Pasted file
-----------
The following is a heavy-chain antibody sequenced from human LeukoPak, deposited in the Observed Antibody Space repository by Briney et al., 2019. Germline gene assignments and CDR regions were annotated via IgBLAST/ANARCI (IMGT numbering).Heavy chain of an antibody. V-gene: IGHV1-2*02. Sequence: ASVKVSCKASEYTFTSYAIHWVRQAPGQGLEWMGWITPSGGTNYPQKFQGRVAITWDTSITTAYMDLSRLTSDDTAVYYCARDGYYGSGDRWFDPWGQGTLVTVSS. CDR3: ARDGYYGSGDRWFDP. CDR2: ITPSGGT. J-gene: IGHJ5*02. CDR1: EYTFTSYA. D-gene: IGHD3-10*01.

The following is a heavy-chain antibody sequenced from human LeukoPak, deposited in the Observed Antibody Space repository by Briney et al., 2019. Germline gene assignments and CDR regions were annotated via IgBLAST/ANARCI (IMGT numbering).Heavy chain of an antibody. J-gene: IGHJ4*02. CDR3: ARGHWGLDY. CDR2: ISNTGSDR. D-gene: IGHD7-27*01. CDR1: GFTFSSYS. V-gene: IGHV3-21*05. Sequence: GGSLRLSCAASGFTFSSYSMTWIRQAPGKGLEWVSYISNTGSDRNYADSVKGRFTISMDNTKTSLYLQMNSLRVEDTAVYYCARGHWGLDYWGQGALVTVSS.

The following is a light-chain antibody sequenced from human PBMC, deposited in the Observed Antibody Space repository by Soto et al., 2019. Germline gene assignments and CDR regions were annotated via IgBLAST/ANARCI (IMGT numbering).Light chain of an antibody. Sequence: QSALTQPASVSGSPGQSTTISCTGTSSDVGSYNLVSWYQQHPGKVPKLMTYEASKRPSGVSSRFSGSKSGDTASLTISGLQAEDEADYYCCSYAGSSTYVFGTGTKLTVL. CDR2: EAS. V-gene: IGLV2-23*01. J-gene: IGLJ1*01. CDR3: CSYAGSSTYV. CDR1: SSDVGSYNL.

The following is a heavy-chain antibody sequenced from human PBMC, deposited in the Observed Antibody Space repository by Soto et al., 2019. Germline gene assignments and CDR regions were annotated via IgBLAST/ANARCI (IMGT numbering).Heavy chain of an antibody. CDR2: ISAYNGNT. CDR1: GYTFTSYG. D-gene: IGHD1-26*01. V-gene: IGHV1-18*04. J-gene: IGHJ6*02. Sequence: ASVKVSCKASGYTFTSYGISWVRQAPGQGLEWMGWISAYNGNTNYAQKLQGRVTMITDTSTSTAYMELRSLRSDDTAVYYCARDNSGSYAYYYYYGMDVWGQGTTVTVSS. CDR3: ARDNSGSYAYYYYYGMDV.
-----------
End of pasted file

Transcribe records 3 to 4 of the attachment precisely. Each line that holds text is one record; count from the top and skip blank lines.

The following is a light-chain antibody sequenced from human PBMC, deposited in the Observed Antibody Space repository by Soto et al., 2019. Germline gene assignments and CDR regions were annotated via IgBLAST/ANARCI (IMGT numbering).Light chain of an antibody. Sequence: QSALTQPASVSGSPGQSTTISCTGTSSDVGSYNLVSWYQQHPGKVPKLMTYEASKRPSGVSSRFSGSKSGDTASLTISGLQAEDEADYYCCSYAGSSTYVFGTGTKLTVL. CDR2: EAS. V-gene: IGLV2-23*01. J-gene: IGLJ1*01. CDR3: CSYAGSSTYV. CDR1: SSDVGSYNL.

The following is a heavy-chain antibody sequenced from human PBMC, deposited in the Observed Antibody Space repository by Soto et al., 2019. Germline gene assignments and CDR regions were annotated via IgBLAST/ANARCI (IMGT numbering).Heavy chain of an antibody. CDR2: ISAYNGNT. CDR1: GYTFTSYG. D-gene: IGHD1-26*01. V-gene: IGHV1-18*04. J-gene: IGHJ6*02. Sequence: ASVKVSCKASGYTFTSYGISWVRQAPGQGLEWMGWISAYNGNTNYAQKLQGRVTMITDTSTSTAYMELRSLRSDDTAVYYCARDNSGSYAYYYYYGMDVWGQGTTVTVSS. CDR3: ARDNSGSYAYYYYYGMDV.